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Financial sacrilege: Saving for retirement could be a mistake for twenty- and thirtysomethings

February 9, 2021, 6:42 PM UTC

Raise your hand if you think young workers who save nothing for retirement are making a terrible mistake.

It seems likely that most hands went up, understandably. A broad consensus holds that America faces a retirement crisis because people don’t save enough, and young people are the worst savers. Workers in their twenties are by far the least likely to participate in employee retirement saving plans, investing giant Vanguard reports, and in the past five years they’ve become significantly less likely to participate. They’re squandering the opportunity to let their savings compound for the longest possible time. That’s why automatic enrollment in employer-sponsored 401(k) accounts is such a good idea.

But what if that thinking is wrongheaded, and young people are behaving just the way hyperrational economic models say they should? New research by eminent experts finds that many young workers are doing exactly that. In a just-released working paper, the authors conclude that “for liquidity-constrained young adults who anticipate significant earnings growth, optimal retirement saving is zero.”

This is beyond startling. It’s sacrilege in a financial advice industry that has long counseled maximum feasible saving for retirement. But the authors of this new paper base their counterintuitive argument on the indisputable reality that there’s more to life than saving. 

A large literature in economics specifies happiness rather than savings as the quantity to be maximized. The focus of the new paper is “total life satisfaction from material consumption,” as one of its authors, Stanford University professor John Shoven, tells Fortune. He’s a longtime authority on retirement economics, Social Security, Medicare, and pensions. 

Life satisfaction is hardly a new concept in economics; it’s what economists call utility. The economic model created by Shoven and colleagues assumes income can be spent or saved, and if it’s saved it can go into a retirement account like a 401(k), with various rates of employer matching, or into a taxable investment account. The future utility of consuming today’s savings is discounted, says Shoven, for three reasons: “People display impatience; they may not be alive at distant future dates; and they may not be in good health at future dates, such as suffering from dementia.”

The model assumes a worker who was born in 1995, starts work at age 25, and retires at 67 with Social Security replacing 34% of after-tax income; it also includes required minimum distributions from the retirement account.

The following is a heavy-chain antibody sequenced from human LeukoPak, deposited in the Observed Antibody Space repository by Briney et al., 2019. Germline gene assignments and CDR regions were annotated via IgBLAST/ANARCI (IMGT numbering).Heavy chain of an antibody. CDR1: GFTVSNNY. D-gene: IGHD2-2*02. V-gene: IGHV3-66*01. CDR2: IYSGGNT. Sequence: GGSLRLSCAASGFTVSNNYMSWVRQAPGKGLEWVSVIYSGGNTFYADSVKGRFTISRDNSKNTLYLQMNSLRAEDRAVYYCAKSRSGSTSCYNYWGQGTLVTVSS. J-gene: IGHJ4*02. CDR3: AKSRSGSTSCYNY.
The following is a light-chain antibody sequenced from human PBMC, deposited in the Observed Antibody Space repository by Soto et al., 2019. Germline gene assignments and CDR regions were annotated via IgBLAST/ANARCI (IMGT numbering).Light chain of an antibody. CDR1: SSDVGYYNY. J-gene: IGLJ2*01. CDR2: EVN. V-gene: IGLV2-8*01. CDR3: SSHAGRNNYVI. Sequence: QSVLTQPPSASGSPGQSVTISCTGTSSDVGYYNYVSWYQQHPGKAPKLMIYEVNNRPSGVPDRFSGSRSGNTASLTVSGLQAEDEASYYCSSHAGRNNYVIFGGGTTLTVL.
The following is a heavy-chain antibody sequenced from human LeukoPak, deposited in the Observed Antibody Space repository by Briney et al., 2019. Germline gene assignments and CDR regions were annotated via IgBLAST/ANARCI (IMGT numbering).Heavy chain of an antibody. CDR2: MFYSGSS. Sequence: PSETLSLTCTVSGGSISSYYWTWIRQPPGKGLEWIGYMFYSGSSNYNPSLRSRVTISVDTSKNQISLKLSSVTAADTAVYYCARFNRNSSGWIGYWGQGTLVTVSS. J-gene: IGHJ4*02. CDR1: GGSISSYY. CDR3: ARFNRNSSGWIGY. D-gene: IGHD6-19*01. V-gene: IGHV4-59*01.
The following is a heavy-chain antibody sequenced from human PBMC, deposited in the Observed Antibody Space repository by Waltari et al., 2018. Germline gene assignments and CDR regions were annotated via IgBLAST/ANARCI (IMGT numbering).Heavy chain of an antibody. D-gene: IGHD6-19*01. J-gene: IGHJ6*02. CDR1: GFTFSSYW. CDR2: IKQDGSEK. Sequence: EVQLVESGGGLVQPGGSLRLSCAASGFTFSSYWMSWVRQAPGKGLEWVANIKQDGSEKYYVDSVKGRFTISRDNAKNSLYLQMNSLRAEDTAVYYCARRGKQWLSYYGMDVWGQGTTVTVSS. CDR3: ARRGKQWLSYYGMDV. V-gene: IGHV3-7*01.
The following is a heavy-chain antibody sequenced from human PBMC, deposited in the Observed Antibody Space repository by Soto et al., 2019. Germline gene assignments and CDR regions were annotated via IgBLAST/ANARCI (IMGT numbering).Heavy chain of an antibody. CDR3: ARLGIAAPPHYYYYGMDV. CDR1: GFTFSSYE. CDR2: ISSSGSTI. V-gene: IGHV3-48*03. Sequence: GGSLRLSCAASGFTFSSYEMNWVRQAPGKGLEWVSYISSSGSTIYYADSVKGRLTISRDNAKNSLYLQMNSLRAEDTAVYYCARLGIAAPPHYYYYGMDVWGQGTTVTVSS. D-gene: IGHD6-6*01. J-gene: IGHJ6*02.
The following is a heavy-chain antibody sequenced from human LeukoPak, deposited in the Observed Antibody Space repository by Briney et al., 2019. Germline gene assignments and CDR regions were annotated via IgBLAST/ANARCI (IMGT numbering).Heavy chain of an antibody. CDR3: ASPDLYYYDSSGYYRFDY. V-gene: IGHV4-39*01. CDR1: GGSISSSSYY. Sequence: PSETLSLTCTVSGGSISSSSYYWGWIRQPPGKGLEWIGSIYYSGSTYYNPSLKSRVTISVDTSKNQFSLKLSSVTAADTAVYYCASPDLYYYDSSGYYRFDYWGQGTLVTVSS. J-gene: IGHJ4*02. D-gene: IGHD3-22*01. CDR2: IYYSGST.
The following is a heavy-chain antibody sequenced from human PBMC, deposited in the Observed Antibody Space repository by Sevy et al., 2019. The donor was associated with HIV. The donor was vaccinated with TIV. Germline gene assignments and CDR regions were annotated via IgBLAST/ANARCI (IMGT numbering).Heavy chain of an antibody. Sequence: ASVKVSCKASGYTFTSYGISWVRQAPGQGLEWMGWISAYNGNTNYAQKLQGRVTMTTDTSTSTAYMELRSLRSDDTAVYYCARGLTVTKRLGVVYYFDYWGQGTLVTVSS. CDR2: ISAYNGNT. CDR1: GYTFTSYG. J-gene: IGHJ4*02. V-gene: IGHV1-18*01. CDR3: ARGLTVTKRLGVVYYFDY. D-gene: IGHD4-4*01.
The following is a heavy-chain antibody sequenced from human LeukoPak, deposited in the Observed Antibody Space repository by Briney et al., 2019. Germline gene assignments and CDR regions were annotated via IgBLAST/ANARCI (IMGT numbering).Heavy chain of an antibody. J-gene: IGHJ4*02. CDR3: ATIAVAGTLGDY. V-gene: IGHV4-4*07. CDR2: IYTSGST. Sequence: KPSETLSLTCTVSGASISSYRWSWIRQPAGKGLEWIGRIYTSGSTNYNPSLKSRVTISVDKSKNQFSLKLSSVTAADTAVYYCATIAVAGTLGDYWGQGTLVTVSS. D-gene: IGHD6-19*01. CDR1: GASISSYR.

In a previous era, when interest rates were higher and most of the workforce consisted of high school graduates whose inflation-adjusted incomes would increase only slightly during a career, the traditional advice—starting to save for retirement at the beginning of employment—made sense under Shoven’s model.

 The conclusions begin to shift, however, when you add a couple of plausible assumptions based on today’s environment—namely, that a college graduate’s income at age 25 will be only 42% of their peak income at 45 or 50, and inflation-adjusted interest rates, a gauge of safe investment returns, are extremely low, around 0%. Under those conditions, a rational total-life-satisfaction maximizer won’t start saving for retirement until age 41, and that’s if their employer matches 50% of their 401(k) contributions; without matching, they won’t start saving until age 44.

They would rationally start saving earlier if the safe inflation-adjusted return were higher, 3%, but even then they wouldn’t start until age 37 with employer matching of 401(k) contributions and age 40 without.

These conclusions will strike many people as crazy—the opposite of rational. When rates of return are lower, shouldn’t workers start saving earlier, not later? Similarly, shouldn’t they start saving earlier if their employer isn’t matching their 401(k) contributions? But remember, the objective isn’t maximum savings; it’s maximum total life satisfaction. When investment returns are low, workers have little incentive to sacrifice today’s consumption in favor of barely greater consumption years from now. Employer matching enables workers to achieve a given level of saving while sacrificing less of their current consumption, so they’re willing to start earlier.

The authors acknowledge that real life is more complicated. People save for reasons in addition to retirement, such as buying a home or building a rainy-day fund; saving before having kids may be wise because saving will be more difficult afterward. Nonetheless, they say, “Our general argument still applies to retirement saving that occurs in an illiquid employer-sponsored pension account.”

Which brings us back to automatic enrollment in 401(k)s, the past decade’s biggest trend in retirement saving. Vanguard says half the plans for which it keeps records now require participants to opt out rather than opt in. That structure is almost universally lauded, but this new study suggests a significant caveat. The authors’ conclusion: “Automatic enrollment that applies to workers of all ages could be nudging young people to make—rather than avoid—a mistake.”